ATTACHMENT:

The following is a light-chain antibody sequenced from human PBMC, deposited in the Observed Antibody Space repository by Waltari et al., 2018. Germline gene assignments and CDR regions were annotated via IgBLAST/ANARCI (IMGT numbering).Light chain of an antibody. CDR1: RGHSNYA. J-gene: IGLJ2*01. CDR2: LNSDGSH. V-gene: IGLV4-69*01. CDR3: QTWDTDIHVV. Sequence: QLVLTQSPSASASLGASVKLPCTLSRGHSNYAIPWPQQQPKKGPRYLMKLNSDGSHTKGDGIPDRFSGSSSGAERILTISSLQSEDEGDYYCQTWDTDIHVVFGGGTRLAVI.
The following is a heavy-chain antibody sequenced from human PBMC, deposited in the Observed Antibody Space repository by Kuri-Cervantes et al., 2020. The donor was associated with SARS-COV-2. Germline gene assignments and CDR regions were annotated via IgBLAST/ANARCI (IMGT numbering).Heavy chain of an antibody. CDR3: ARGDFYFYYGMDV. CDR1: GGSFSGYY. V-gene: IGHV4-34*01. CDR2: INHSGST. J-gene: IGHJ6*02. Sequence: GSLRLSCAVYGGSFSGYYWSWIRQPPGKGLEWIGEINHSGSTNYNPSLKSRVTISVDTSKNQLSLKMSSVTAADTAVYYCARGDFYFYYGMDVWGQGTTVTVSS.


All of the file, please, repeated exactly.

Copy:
The following is a light-chain antibody sequenced from human PBMC, deposited in the Observed Antibody Space repository by Waltari et al., 2018. Germline gene assignments and CDR regions were annotated via IgBLAST/ANARCI (IMGT numbering).Light chain of an antibody. CDR1: RGHSNYA. J-gene: IGLJ2*01. CDR2: LNSDGSH. V-gene: IGLV4-69*01. CDR3: QTWDTDIHVV. Sequence: QLVLTQSPSASASLGASVKLPCTLSRGHSNYAIPWPQQQPKKGPRYLMKLNSDGSHTKGDGIPDRFSGSSSGAERILTISSLQSEDEGDYYCQTWDTDIHVVFGGGTRLAVI.
The following is a heavy-chain antibody sequenced from human PBMC, deposited in the Observed Antibody Space repository by Kuri-Cervantes et al., 2020. The donor was associated with SARS-COV-2. Germline gene assignments and CDR regions were annotated via IgBLAST/ANARCI (IMGT numbering).Heavy chain of an antibody. CDR3: ARGDFYFYYGMDV. CDR1: GGSFSGYY. V-gene: IGHV4-34*01. CDR2: INHSGST. J-gene: IGHJ6*02. Sequence: GSLRLSCAVYGGSFSGYYWSWIRQPPGKGLEWIGEINHSGSTNYNPSLKSRVTISVDTSKNQLSLKMSSVTAADTAVYYCARGDFYFYYGMDVWGQGTTVTVSS.